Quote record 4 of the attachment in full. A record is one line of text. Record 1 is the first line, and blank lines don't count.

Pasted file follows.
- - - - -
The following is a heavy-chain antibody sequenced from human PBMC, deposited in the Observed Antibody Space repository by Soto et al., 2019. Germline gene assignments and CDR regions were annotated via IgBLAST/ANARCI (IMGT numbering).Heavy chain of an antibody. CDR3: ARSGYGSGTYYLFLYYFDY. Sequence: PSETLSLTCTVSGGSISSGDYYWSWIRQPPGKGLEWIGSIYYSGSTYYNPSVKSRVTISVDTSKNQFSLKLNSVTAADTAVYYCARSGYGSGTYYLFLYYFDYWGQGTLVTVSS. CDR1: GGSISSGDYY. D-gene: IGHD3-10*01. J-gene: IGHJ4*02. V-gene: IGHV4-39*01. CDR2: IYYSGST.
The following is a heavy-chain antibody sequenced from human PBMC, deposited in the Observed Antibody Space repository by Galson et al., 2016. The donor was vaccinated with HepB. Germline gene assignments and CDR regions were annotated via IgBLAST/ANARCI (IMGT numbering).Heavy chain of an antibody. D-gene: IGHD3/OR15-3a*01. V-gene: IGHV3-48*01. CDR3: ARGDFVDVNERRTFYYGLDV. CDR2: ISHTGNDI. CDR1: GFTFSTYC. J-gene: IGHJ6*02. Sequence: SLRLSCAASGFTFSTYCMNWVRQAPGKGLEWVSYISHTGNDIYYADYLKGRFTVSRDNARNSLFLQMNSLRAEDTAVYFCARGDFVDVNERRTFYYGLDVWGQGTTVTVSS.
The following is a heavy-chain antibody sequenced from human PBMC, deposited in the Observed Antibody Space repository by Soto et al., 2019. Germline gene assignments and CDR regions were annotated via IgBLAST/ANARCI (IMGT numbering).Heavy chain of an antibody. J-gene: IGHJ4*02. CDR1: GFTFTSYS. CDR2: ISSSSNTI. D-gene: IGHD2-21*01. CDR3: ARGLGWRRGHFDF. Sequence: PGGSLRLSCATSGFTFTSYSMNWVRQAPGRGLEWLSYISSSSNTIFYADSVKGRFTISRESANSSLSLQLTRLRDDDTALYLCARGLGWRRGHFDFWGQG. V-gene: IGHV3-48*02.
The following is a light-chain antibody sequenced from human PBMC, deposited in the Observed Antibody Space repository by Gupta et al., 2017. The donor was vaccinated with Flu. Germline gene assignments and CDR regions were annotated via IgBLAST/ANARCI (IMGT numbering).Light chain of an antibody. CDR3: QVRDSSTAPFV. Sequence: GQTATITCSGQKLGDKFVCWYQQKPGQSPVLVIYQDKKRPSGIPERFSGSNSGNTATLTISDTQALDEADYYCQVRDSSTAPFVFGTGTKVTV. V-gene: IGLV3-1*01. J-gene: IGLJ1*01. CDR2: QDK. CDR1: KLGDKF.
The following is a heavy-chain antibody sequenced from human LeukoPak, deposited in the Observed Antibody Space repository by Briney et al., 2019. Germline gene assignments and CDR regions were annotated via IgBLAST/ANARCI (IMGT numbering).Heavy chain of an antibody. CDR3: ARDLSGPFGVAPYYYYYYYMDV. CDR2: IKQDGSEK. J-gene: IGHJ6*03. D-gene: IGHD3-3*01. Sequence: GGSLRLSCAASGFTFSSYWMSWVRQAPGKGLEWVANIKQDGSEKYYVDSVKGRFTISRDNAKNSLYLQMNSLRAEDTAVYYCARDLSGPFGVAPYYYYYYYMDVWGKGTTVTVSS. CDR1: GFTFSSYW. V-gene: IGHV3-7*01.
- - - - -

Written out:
The following is a light-chain antibody sequenced from human PBMC, deposited in the Observed Antibody Space repository by Gupta et al., 2017. The donor was vaccinated with Flu. Germline gene assignments and CDR regions were annotated via IgBLAST/ANARCI (IMGT numbering).Light chain of an antibody. CDR3: QVRDSSTAPFV. Sequence: GQTATITCSGQKLGDKFVCWYQQKPGQSPVLVIYQDKKRPSGIPERFSGSNSGNTATLTISDTQALDEADYYCQVRDSSTAPFVFGTGTKVTV. V-gene: IGLV3-1*01. J-gene: IGLJ1*01. CDR2: QDK. CDR1: KLGDKF.